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EU President Ursula von der Leyen addresses the Global Climate Summit
By Ashira Morris, ODP Staff Writer
This week, European Union policymakers agreed to enshrine the bloc’s short- and long-term climate commitments. The European Climate Law takes the EU’s goals of reducing net emissions by 55% by 2030 and hitting climate neutrality by 2050 and makes them “legally binding and irreversible,” as German Environment Minister Svenja Schulze put it in Politico EU. Although it still needs to be officially approved by the European Parliament and member countries. While the deal counts carbon removal through activities like growing forests that absorb CO2, there’s a limit on how much countries can rely on these carbon sinks. The focus is on tackling the source problem by cutting emissions.
Why This Matters: European Commission President Ursula von der Leyen made clear at the Global Climate Summit yesterday that Europe wants to be “the first climate-neutral continent in the world,” and said that they had written it “into stone… to make Europe climate-neutral by 2050.” It also is a step toward aligning the EU’s funding mechanism toward a carbon-free future: not just building renewable energy but reducing emissions across transportation, agriculture, and industry. “Within a few short years every single sector will have to be rapidly transformed in order for us to achieve our climate targets,” Financial Services Commissioner Mairead McGuinness told Politico EU.
Emission Reduction Math
Yesterday, President Biden formally pledged the U.S. would cut emissions by at least 50% by 2030. It’s a welcome commitment, but the comparison between the EU’s 55% isn’t a simple five percentage points apart. The U.S. is using 2005 as its emissions baseline, while the EU is using 1990 levels. As the New York Times writes, “The later baseline makes the United States target look a bit better, because it omits a period when emissions were rising. An earlier baseline makes Europe look more ambitious, since it has been cutting for longer.” If both countries used 2005 as the baseline, the percentage cuts would be nearly identical; if both used 1990 baselines, the US would be slicing emissions by 43% compared to the EU’s 55.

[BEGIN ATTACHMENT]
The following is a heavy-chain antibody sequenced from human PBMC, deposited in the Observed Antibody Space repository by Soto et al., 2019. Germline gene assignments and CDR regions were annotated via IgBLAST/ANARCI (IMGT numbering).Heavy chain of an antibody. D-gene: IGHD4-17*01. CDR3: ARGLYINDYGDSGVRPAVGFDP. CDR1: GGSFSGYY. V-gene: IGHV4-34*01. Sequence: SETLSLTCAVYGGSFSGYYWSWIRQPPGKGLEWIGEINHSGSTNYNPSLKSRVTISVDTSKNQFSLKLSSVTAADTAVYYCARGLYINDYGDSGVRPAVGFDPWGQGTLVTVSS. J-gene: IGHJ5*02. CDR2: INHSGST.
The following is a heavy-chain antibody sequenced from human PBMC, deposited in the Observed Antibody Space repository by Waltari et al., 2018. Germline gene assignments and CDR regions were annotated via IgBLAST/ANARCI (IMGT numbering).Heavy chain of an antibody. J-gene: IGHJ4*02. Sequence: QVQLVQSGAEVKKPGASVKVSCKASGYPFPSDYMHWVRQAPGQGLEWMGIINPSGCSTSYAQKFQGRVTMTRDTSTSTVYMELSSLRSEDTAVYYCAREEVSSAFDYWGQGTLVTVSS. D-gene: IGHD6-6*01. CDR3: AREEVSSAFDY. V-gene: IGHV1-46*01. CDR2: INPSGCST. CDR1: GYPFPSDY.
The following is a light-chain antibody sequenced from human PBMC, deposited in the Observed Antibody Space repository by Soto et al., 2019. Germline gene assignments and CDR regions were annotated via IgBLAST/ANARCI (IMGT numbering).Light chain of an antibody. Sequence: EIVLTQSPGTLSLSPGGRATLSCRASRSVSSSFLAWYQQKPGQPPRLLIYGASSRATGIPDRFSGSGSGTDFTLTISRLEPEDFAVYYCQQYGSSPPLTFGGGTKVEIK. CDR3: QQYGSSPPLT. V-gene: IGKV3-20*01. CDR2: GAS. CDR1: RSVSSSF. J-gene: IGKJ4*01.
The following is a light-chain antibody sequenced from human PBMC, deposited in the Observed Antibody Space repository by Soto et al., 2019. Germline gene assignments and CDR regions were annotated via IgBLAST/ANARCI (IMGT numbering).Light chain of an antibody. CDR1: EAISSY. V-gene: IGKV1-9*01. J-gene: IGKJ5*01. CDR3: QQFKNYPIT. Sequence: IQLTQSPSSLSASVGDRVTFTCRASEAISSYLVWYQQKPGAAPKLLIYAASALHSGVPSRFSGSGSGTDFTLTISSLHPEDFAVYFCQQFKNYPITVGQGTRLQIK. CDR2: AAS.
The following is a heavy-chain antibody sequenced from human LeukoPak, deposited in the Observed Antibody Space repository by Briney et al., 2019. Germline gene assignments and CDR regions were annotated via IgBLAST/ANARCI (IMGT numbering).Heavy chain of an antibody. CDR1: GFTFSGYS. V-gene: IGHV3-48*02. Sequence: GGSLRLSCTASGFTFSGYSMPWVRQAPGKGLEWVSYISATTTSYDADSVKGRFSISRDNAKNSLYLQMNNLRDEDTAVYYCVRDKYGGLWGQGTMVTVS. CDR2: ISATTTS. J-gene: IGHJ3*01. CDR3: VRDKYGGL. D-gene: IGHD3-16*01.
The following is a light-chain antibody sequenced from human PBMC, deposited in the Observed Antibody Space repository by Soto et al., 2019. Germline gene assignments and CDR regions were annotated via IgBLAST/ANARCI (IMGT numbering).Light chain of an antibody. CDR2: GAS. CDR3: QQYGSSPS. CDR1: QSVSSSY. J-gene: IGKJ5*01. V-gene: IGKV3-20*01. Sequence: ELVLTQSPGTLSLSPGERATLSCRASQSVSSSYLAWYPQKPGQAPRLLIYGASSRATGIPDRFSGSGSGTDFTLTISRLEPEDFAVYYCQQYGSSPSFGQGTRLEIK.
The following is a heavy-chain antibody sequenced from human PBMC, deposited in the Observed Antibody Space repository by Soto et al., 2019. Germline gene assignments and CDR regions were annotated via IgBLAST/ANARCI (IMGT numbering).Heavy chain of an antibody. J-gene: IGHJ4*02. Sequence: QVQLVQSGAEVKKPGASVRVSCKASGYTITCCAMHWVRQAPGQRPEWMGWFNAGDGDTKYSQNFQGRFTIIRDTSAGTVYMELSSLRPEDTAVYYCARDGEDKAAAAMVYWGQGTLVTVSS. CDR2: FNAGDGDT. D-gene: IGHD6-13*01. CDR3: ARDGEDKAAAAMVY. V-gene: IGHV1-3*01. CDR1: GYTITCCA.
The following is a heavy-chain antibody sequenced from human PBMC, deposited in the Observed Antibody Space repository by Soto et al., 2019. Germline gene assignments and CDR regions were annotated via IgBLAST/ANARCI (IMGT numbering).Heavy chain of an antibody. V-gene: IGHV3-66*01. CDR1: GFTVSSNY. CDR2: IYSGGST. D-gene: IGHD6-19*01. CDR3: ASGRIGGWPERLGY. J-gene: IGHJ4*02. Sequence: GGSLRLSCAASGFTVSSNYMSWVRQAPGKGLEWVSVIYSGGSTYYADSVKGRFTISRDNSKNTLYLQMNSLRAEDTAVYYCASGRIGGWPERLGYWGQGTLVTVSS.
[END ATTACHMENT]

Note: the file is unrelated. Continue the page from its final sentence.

Another way to look at the math is per-person emissions, and here the U.S. leads the world by a long shot. Americans average 17.6 tons of CO2, with China second at 10.1 and the EU third at 7.4. And if every country actually hit their targets at the end of the decade, America and China’s emission levels would converge, but would still be double the EU’s.
To Go Deeper: This New York Times side-by-side comparison of how the U.S.’ pledge stacks up against other major emitters is worth your time.
There were certainly some positive climate commitments that came from the gathering of G7 leaders last week. Yet many experts and activists feel as if the richest nations in the world have room to be more ambitious and must lead the world in decarbonization. British environmentalist Sir David Attenborough had nothing but straight talk for […]
by Ashira Morris, ODP Staff Writer World leaders from the Group of 7 countries wrapped up their first post-pandemic in-person summit on Sunday, and the climate crisis was one of the primary agenda items. The heads of state from the U.S., U.K., France, Germany, Canada, Italy, and Japan (as well as the European Union) Agreed […]
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